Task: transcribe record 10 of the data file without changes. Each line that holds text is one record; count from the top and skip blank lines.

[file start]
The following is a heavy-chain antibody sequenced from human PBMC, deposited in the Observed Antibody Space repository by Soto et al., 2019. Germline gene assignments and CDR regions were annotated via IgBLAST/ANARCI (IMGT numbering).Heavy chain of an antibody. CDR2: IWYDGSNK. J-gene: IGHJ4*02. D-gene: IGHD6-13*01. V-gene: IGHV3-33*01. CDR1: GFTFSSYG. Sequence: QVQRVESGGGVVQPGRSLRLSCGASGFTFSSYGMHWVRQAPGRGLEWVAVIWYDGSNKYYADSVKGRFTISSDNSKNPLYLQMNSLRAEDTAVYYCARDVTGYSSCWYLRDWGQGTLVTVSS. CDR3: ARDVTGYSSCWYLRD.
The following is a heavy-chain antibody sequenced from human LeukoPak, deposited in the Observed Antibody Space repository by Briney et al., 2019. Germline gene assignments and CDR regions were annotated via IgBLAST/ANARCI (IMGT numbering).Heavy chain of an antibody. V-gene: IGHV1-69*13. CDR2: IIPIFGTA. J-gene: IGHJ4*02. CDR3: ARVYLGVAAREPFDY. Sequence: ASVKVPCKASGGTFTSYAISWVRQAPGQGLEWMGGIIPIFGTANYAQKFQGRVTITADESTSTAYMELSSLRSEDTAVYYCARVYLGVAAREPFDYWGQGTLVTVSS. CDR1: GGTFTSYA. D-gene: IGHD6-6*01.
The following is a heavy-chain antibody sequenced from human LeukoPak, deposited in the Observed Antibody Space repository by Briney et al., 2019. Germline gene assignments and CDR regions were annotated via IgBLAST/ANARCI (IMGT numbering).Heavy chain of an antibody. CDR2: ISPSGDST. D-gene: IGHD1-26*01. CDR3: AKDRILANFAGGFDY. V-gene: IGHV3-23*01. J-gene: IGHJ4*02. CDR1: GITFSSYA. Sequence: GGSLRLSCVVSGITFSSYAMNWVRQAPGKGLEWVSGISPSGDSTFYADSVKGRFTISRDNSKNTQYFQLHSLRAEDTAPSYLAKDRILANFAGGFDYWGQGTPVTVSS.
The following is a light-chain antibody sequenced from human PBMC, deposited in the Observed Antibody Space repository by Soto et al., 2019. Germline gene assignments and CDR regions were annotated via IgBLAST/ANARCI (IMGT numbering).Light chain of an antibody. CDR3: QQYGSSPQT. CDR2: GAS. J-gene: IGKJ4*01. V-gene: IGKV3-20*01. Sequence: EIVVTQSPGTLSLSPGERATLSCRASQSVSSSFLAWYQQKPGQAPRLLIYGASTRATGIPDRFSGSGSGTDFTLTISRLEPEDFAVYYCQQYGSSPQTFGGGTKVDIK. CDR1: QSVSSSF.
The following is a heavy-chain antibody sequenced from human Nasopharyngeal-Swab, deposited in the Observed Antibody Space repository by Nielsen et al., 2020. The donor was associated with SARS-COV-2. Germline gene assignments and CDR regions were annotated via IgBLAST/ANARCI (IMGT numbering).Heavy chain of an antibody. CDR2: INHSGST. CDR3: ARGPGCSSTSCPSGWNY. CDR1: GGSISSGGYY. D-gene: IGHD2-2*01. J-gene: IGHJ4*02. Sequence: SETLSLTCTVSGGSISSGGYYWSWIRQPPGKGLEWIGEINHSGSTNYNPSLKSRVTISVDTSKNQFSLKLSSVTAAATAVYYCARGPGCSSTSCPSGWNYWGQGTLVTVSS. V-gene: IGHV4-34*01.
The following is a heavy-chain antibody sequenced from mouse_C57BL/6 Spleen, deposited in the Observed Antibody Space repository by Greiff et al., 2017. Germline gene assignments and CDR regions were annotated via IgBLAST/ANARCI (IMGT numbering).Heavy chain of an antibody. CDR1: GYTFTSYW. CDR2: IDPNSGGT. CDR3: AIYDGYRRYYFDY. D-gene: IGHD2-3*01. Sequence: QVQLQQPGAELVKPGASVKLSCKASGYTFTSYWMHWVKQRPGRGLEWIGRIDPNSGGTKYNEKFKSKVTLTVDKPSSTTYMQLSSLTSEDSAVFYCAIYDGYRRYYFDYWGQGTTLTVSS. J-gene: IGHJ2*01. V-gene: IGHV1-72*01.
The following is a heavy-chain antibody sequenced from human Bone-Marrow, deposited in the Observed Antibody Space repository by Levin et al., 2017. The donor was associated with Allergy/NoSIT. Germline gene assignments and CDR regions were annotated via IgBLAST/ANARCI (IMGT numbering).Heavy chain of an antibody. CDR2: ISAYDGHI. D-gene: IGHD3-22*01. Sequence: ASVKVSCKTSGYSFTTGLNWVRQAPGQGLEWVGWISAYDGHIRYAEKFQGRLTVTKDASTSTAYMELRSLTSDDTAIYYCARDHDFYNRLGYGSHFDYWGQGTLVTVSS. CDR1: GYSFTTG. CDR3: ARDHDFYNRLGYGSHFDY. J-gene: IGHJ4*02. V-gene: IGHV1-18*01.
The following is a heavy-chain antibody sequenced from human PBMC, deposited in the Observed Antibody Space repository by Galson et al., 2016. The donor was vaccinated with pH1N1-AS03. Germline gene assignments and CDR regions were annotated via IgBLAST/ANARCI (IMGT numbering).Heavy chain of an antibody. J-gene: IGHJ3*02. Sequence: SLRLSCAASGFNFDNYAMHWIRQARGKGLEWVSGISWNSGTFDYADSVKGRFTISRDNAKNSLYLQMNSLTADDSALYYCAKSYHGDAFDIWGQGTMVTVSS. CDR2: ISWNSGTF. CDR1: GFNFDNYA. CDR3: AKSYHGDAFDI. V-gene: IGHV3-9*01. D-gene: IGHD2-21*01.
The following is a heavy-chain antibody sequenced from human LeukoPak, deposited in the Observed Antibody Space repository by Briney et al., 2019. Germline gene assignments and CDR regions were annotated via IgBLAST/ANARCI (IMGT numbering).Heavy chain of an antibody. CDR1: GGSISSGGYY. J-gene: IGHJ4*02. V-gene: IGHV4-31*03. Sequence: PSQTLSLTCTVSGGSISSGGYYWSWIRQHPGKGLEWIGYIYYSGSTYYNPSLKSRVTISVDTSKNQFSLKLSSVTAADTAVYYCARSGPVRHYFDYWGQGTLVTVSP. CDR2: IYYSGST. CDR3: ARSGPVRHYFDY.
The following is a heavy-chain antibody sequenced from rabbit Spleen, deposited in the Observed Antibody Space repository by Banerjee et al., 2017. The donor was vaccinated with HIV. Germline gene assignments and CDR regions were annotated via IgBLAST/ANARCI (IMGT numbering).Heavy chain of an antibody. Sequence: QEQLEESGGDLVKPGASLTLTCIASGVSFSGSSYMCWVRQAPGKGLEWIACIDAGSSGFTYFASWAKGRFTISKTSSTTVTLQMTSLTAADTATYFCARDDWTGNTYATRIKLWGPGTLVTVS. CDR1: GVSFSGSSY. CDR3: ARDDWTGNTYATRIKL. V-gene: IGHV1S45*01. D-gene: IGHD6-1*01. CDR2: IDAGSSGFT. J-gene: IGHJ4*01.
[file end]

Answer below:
The following is a heavy-chain antibody sequenced from rabbit Spleen, deposited in the Observed Antibody Space repository by Banerjee et al., 2017. The donor was vaccinated with HIV. Germline gene assignments and CDR regions were annotated via IgBLAST/ANARCI (IMGT numbering).Heavy chain of an antibody. Sequence: QEQLEESGGDLVKPGASLTLTCIASGVSFSGSSYMCWVRQAPGKGLEWIACIDAGSSGFTYFASWAKGRFTISKTSSTTVTLQMTSLTAADTATYFCARDDWTGNTYATRIKLWGPGTLVTVS. CDR1: GVSFSGSSY. CDR3: ARDDWTGNTYATRIKL. V-gene: IGHV1S45*01. D-gene: IGHD6-1*01. CDR2: IDAGSSGFT. J-gene: IGHJ4*01.